EDITORIAL: Fake news: stay alert, questioning

The proliferation of fake news has created confusion and distrust between the people and the press.

Graphic Carey Davis

The proliferation of fake news has created confusion and distrust between the people and the press.

If you have read any news lately, you likely have seen “Donald Trump” and “Twitter” used frequently in the same sentence. The media has historically had a large presence in politics; from the Boston Tea Party to Watergate and now, to the presidency.

Since the election of President Donald Trump, media involvement in politics has increased to include social media outlets like Facebook and Twitter. Trump has managed to use these same outlets to his benefit to remove trust in the press, regardless of the validity of the news being shared.

That being said, fake news is legitimate, and it’s important to be conscious users and determine when facts or fiction are being distributed. But first, what exactly is fake news?

Ranging from fabricated tales to satirical articles, fake news has varying degrees of legitimacy. These shades of gray have only heightened the confusion surrounding the credibility of every news source.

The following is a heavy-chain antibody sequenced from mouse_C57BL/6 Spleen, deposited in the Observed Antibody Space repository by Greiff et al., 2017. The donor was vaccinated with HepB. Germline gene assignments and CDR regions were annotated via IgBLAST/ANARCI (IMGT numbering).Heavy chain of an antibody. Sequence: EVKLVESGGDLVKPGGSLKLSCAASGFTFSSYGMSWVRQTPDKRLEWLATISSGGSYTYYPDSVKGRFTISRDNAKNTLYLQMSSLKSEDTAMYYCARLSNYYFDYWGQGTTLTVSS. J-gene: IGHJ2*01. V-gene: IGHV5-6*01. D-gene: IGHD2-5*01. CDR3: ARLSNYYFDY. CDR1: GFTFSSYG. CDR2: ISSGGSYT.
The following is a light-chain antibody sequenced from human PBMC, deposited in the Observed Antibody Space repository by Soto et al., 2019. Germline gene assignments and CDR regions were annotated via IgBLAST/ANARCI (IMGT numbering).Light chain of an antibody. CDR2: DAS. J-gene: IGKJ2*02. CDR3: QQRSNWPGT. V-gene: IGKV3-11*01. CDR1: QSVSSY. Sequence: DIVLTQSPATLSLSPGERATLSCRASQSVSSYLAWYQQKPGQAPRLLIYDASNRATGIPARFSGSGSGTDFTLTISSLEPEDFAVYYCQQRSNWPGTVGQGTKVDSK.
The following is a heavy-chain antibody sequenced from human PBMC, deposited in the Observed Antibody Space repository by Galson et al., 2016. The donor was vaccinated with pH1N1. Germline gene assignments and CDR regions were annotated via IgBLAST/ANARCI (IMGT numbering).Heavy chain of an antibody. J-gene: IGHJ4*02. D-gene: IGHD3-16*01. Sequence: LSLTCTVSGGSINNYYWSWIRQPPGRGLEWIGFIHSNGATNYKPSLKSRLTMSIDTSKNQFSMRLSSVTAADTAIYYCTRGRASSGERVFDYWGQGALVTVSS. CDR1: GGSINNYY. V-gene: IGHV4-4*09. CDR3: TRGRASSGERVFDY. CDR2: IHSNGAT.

Types of fake news may include misleading content, incorrect information, intentional use of false information, clickbait that doesn’t match the news content itself, and even complete fabrication of a fact for political or economic gains. And unless the entirety of a piece of content is fabricated, to misinform is not always the intent.

If news is false in any way, it could be a simple miscommunication between a headline and an article, maybe the journalist misunderstood parts of a story, or perhaps – as in a satirical piece – blatant misinformation used to add humor to a true story.

While misunderstanding the intent of a news story or unintentional misinformation may occur, being moderately wary of where news is coming from is not always a bad thing.

It is crucial to stay alert and questioning when facts and fiction are equally accessible. Use a variety of sources to stay up to date on what is happening; and that means sources that typically sway conservative and typically sway liberal.

By getting the best of both parties, it becomes easier to see what is truth and what could possibly be opinion, because let’s face it, no one is unbiased. Every publication or think tank or individual has their own agenda they want to impress on others, intentional or not.

While questioning the legitimacy of a story is important, questioning the legitimacy of prominent publications may be dangerous. And while speculation of news is important to understanding the truth, being doubtful can also delegitimize valuable sources of information; to remove trust from publications like the New York Times, Fox 25, or CNN, is to also remove power from the people.

After all, writing and the dissemination of facts and ideas are all ways through which people exercise their freedom of speech. And even though news may be worded in such a way that praises one political view over another, that doesn’t revoke the validity of the facts that are a part of it.

The unsigned editorial reflects the views of The Editorial Board.